Back in 2007, national TV network Televisa came up with the idea of declaring March 31 as the Día del Taco Mexicano. The new culinary “holiday” never gained much traction because, after all, every day is a taco day in this country.
It was around that time that a foreign lady approached me at a local supermarket and politely asked, “Excuse me, do you know where I can find Old El Paso taco shells?” I knew they were stocked in the next aisle, but just couldn’t fathom why anyone would search for such a ghastly product in the land of the authentic taco. So I couldn’t resist a deadpan reply, “Why yes ma’am. Just hop in your car, head north and as soon as you cross the border you’ll find them on the shelves of any supermarket.”
A world apart from those uniform cardboard flavored shells filled with ground beef and topped with shredded yellow “cheese food,” a bit of lettuce and bland canned salsa, real tacos are made in a huge array of forms and flavors. As an incorrigible taco gobbler, here’s a short list of my personal favorites, in no particular order of preference.
Tacos Dorados: Starting with the closest type to boxed or Taco Bell versions, these are crispy, deep-fried single tortillas rolled around different fillings such as picadillo (spicy flavored meat), papa (potato), frijoles (refried beans), requesón (ricotta) or the incomparable rajas (poblano pepper strips). Garnished with shredded cabbage or lettuce, a healthy dollop of thin tomato sauce, a sprinkling of white cheese and hot sauce of choice, they soften quickly for a party in your mouth. Vendor stalls on Chapala’s main drag dish them out at just three pesos a pop. At the going exchange rate, get a full meal for less than two bucks!
Tacos al Pastor: Next, because they’re a universal favorite, these a bite-sized treats are made from slabs of pork rubbed with adobo marinade and spit-grilled to lightly charred perfection. The chopped meat is portioned out into a pair of small doubled over tortillas, softened on a greasy griddle. Top with minced onion, cilantro, hot sauce and a squeeze of lime juice. Tacos Moya, night time stands located opposite the Ajijic Pemex station and outside Chapala’s cemetery walls on Pepe Guizar, stand out in this category.
Tacos de Lengua: Yup, soft tortillas stuffed with slices of that fat organ from the cow’s mouth. Tongue is appreciated as the most flavorful of the so-called variety meats, scoring on my palette far ahead of brains, lips, eyes and other odd parts of the animal’s head. Go for standard toppings, as above. Pricey, but generous, sample them at Chuy’s after dark taco joint on Madero at Degollado, Chapala.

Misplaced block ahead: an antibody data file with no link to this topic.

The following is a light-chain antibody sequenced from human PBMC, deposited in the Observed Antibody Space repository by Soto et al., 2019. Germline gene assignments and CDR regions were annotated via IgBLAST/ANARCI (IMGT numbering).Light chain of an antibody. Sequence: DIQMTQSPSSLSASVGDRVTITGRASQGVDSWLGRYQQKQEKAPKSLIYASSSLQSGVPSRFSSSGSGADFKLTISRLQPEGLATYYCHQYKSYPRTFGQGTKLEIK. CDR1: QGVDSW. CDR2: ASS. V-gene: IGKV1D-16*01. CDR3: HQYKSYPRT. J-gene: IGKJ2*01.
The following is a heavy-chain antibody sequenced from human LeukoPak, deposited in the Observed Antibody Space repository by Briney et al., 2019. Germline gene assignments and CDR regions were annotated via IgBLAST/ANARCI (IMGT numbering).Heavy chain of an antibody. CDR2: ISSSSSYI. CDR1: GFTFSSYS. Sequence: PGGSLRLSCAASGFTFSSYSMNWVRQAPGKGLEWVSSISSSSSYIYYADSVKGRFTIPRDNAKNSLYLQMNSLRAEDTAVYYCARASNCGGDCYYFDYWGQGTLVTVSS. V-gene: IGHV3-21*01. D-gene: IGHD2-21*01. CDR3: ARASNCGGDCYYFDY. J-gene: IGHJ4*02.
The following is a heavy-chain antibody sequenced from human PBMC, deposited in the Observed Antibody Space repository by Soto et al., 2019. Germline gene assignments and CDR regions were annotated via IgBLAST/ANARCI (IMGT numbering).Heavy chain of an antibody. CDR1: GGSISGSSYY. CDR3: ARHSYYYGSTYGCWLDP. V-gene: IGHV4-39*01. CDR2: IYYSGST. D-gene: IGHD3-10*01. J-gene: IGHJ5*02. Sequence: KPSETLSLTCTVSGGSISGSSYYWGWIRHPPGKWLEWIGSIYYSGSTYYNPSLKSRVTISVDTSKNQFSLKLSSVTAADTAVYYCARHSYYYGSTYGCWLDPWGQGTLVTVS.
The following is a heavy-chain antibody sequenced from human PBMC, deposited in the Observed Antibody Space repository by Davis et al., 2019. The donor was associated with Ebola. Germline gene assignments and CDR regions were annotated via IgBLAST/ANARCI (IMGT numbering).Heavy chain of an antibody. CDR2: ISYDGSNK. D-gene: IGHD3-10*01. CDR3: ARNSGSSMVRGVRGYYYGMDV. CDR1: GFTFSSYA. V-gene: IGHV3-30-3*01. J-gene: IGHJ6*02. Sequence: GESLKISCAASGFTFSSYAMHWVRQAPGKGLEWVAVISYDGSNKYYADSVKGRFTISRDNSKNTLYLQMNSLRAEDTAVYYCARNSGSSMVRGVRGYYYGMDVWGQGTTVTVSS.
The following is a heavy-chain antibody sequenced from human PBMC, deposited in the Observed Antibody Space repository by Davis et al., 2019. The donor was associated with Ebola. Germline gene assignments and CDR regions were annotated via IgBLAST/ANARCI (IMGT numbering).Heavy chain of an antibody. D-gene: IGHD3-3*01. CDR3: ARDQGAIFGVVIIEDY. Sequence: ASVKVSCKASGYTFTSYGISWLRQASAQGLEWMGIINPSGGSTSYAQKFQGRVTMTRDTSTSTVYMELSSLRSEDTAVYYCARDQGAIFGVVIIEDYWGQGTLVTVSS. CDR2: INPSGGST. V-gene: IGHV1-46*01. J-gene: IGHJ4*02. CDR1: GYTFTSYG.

Tacos de Barbacoa: A classic Jalisco dish. Slow cooked beef, goat or lamb, shredded up inside a double layer of tortillas bathed in the slightly spicy juices. The prepared tacos are tossed on the griddle, finished to taste for a dorado (golden, crunchy) or blandito (soft) exterior. Try the stand open every morning at the corner of Aldama and the highway service road across from Pemex, Ajijic. Order a cup of consumé (broth) for a tasty chaser.
Tacos de Canasta: Soft tacos, a.k.a. tacos al vapor or sudados. Tortillas coated with chile-flavored oil are doubled over a spoonful of frijoles, papa, chorizo sausage, chicharrón (pork rind) or other guiso (cooked filling). The tacos are layered in a basket or cooking pot, wrapped up inside a cloth lining and allowed to slowly steam to doneness. Look for a couple driving a maroon van who circulate downtown Chapala from mid-morning to midday.
Tacos de Huevo: Scrambled eggs with salsa, wrapped into hand-made tortillas, a great breakfast treat, as far as I know only available from Doña Eva, who sets up for business every morning in a car port on the Ajijic Carretera, just west of Oxxo, next door to Pinturas Prisa.
Tacos El Crucero: Another hole-in-the wall, located just off the highway in the center of San Juan Cosalá, offering great grub enveloped in hefty tortillas patted out by hand before your eyes and cooked the old fashioned way on a clay comal over a wood fire. Favs there are costillitas (riblets), rajas and plain cheese quesadillas.
Tacos Estilo Ensenada: A Baja California speciality. Crispy batter-coated fish or shrimp served in a plain tortilla, with a dollop of mayo-based dressing, fresh salsa casera, shredded cabbage and a squirt of lime. Lake Taco, behind the Libramiento Pemex station, and the big taco stand at Ajijic’s Wednesday tianguis, do these well.
Tacos de Huitlacoche: Corn smut, that seasonal delicacy found in markets towards the end of the rainy season. Since it’s rare to find this exotic dish at local taco outlets, this one amounts to a do-it-yourself combo of the black fungus cooked up with corn kernels, rajas, onion, garlic and a bit of epazote (wormwood).
Tacos de Mole: Last, but not least, because I’m an absolute fiend for anything concocted with any variety of the luscious chile and chocolate flavored sauce. Toss on thinly sliced onions soaked in salted water and lime juice and some toasted sesame seeds to enhance the taste.